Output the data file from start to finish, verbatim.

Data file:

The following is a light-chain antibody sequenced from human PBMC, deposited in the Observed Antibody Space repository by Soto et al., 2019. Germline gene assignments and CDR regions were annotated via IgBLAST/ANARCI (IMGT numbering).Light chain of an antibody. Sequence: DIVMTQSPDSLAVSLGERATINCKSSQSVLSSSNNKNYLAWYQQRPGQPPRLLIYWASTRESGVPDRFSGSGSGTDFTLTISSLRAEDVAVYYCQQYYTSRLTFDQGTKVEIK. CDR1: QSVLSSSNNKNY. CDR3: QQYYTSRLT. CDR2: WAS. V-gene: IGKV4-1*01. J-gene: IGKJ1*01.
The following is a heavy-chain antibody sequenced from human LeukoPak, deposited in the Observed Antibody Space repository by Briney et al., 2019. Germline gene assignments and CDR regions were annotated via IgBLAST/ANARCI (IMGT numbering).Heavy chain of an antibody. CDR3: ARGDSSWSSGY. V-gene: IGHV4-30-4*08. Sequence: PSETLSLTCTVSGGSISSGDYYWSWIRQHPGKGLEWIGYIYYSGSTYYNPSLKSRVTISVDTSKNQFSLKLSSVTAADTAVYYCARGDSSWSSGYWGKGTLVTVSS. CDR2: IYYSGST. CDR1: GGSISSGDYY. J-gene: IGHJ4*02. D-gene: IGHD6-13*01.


The following is a light-chain antibody sequenced from human PBMC, deposited in the Observed Antibody Space repository by Soto et al., 2019. Germline gene assignments and CDR regions were annotated via IgBLAST/ANARCI (IMGT numbering).Light chain of an antibody. Sequence: DIVMTQSPDSLAVSLGERATINCKSSQSVLSSSNNKNYLAWYQQRPGQPPRLLIYWASTRESGVPDRFSGSGSGTDFTLTISSLRAEDVAVYYCQQYYTSRLTFDQGTKVEIK. CDR1: QSVLSSSNNKNY. CDR3: QQYYTSRLT. CDR2: WAS. V-gene: IGKV4-1*01. J-gene: IGKJ1*01.
The following is a heavy-chain antibody sequenced from human LeukoPak, deposited in the Observed Antibody Space repository by Briney et al., 2019. Germline gene assignments and CDR regions were annotated via IgBLAST/ANARCI (IMGT numbering).Heavy chain of an antibody. CDR3: ARGDSSWSSGY. V-gene: IGHV4-30-4*08. Sequence: PSETLSLTCTVSGGSISSGDYYWSWIRQHPGKGLEWIGYIYYSGSTYYNPSLKSRVTISVDTSKNQFSLKLSSVTAADTAVYYCARGDSSWSSGYWGKGTLVTVSS. CDR2: IYYSGST. CDR1: GGSISSGDYY. J-gene: IGHJ4*02. D-gene: IGHD6-13*01.